Hylda Baker (born February 4, 1905 in Farnworth, near Bolton, Lancashire
Hilda Baker was her original name, and she changed it to Hylda with a Y as it was more glamorous!
This dark-haired barrel-shaped comedienne and character actress was the daughter of a Lancashire comedian. She made her professional stage debut in 1915 aged 10 and toured for decades in variety and second rank revues, several of which she produced herself. She had a reputation for being difficult to work with, but this was probably because she was a perfectionist and had to fight for equal treatment in the male-dominated world of British show business. Her most popular act was malapropism-filled gossip with a tall, mute stooge called Cynthia (who was nearly always played by a man in drag).
Baker became nationally famous in 1955 after a guest appearance on the TV show "The Good Old Days" (1953) and was kept busy in TV and on stage for the rest of her career. When success came she lived the life of a star to the full: dressing in furs, buying a large house, driving huge cars and keeping monkeys as pets. She allegedly had a voracious sexual appetite and a liking for very young men and rumours circulated about wild parties at her Blackpool home. She only appeared in five films but these include the classic Saturday Night and Sunday Morning (1960) and the Oscar-winning Oliver! (1968)
She is now best remembered for the role of Nellie Pledge in the TV sitcom "Nearest and Dearest" (1968). This ran for seven series and spawned stage and film spin-offs. In it she played a prim northern spinster forever locking horns with her dissolute brother Eli after they jointly inherit their father's pickle factory. Her screen brother was played by comedian Jimmy Jewel. Off-screen the pair hated each other and their on-set battles became part of British showbiz legend. As the series progressed Baker found it increasingly difficult to remember her lines and began to rely on cue cards. This was the first symptom of the Alzheimer's disease that would eventually overwhelm her.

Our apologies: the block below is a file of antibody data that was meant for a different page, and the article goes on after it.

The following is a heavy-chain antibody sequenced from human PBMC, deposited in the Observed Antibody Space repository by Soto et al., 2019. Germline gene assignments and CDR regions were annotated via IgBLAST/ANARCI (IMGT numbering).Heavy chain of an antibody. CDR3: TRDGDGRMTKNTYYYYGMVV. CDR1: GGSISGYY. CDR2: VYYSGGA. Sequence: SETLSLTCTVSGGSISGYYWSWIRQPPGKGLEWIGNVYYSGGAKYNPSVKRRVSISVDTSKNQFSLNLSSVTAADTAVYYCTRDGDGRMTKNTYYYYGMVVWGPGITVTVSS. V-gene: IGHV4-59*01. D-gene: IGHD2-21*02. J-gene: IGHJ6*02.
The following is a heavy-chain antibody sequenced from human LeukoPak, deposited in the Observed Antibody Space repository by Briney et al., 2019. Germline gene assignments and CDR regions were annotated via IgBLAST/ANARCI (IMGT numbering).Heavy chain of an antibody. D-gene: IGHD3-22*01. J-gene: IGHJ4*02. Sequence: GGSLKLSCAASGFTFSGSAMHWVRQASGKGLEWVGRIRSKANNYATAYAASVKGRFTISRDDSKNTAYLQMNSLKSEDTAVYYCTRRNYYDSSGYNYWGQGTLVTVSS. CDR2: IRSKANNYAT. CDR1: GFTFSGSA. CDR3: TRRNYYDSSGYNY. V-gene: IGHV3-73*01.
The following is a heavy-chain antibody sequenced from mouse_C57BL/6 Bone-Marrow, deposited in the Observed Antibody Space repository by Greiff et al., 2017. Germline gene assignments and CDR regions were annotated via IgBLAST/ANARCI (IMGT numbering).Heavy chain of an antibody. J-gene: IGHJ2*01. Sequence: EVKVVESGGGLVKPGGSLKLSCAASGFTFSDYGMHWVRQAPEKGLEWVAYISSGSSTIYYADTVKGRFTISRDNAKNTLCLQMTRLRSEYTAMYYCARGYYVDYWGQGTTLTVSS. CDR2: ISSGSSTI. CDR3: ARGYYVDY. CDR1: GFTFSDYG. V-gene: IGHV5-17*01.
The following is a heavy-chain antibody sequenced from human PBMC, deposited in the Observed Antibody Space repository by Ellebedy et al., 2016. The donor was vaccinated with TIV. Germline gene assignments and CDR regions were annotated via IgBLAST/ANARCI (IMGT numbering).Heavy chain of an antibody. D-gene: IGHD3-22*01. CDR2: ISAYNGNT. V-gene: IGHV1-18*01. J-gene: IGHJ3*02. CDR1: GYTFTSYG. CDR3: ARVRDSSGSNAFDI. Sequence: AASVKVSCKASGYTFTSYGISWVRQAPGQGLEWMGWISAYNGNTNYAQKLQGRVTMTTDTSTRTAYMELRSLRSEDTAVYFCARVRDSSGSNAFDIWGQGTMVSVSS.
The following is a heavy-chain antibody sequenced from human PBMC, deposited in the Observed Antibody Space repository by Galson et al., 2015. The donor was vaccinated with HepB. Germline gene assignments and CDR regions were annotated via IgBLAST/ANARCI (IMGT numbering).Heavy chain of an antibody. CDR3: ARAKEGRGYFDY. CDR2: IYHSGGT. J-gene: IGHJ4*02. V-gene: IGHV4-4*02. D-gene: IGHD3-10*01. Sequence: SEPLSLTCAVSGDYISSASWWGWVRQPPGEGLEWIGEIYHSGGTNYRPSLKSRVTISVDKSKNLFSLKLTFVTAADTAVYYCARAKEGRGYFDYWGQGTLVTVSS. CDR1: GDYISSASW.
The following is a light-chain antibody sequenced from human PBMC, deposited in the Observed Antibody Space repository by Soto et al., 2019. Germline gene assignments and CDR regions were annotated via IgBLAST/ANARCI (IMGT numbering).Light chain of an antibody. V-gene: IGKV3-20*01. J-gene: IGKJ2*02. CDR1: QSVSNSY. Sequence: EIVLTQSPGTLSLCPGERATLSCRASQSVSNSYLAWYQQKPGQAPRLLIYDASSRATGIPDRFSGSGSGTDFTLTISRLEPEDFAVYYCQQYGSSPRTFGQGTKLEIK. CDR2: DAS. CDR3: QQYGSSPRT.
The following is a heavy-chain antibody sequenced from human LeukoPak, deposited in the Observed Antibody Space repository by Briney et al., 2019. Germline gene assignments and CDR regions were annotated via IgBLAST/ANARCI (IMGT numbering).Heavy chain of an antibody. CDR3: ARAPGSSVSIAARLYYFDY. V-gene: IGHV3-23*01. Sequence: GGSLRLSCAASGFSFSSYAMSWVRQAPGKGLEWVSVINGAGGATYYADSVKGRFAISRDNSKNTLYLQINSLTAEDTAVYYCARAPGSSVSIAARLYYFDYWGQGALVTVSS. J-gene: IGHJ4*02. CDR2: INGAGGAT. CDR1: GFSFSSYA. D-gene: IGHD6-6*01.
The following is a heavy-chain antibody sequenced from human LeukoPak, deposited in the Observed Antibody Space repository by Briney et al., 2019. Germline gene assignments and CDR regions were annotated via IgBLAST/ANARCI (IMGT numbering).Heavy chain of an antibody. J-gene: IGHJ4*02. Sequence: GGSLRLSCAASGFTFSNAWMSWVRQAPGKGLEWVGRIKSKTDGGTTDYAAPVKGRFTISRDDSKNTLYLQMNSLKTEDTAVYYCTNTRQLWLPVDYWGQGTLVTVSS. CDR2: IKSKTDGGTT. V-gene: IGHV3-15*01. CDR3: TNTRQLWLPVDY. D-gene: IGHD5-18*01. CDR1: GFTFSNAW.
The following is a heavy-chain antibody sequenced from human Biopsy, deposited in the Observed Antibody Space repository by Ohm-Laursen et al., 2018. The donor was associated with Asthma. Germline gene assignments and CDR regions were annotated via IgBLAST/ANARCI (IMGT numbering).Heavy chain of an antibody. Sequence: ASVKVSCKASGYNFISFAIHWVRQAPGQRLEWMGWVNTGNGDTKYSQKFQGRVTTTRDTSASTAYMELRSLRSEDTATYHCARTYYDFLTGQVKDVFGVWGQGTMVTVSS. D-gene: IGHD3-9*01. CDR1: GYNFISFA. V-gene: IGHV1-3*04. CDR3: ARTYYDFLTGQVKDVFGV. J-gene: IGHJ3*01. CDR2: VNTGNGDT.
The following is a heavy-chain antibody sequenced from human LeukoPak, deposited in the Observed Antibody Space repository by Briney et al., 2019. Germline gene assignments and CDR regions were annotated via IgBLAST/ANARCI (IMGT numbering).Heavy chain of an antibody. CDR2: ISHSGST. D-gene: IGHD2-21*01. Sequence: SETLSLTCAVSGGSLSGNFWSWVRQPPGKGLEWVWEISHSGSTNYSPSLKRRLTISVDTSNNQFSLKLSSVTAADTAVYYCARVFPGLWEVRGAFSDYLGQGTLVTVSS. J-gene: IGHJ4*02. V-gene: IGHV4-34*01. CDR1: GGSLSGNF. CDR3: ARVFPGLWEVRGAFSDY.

Her next starring vehicle was the TV sitcom "Not on Your Nellie" (1974), in which she played Nellie Pickersgill - a thinly disguised version of Nellie Pledge - this time a teetotal spinster called down to London to run her ailing father's pub. This series was less successful and ended suddenly when the accident-prone Baker injured herself after slipping on prop beer that had been spilled on the studio floor. She sued the production company and effectively ended her television career.
In 1978 she was teamed with cockney character actor Arthur Mullard to record a parody of the Grease (1978) anthem `You're The One That I Want'. This became an unlikely novelty hit, reaching number 22 in the UK singles chart and leading to the pair making a memorably embarrassing appearance on Top of the Pops (1964). Clips of this performance are often used in 'Worst TV moments' compilation shows. This proved to be Baker's TV swansong. Her memory was getting worse and she was unable to work. In 1981 she moved into Brinsworth House, a home for retired variety performers in Twickenham, Middlesex and then in 1984, as her condition deteriorated further, to Horton Psychiatric Hospital in Epsom, Surrey. She died there in 1986 from bronchial pneumonia. Baker had often alienated those close to her and less than a dozen people attended the funeral of the woman who had entertained millions in a career lasting over fifty years.
Hylda Baker is now a cult figure and is often quoted by today's British comediennes as an influence and a trailblazer. A one-women play about her life and career called "She Knows You Know" has played in London's West End and toured throughout the UK and Baker is becoming known to new audiences through satellite and cable TV showings and DVD releases of her TV and film work.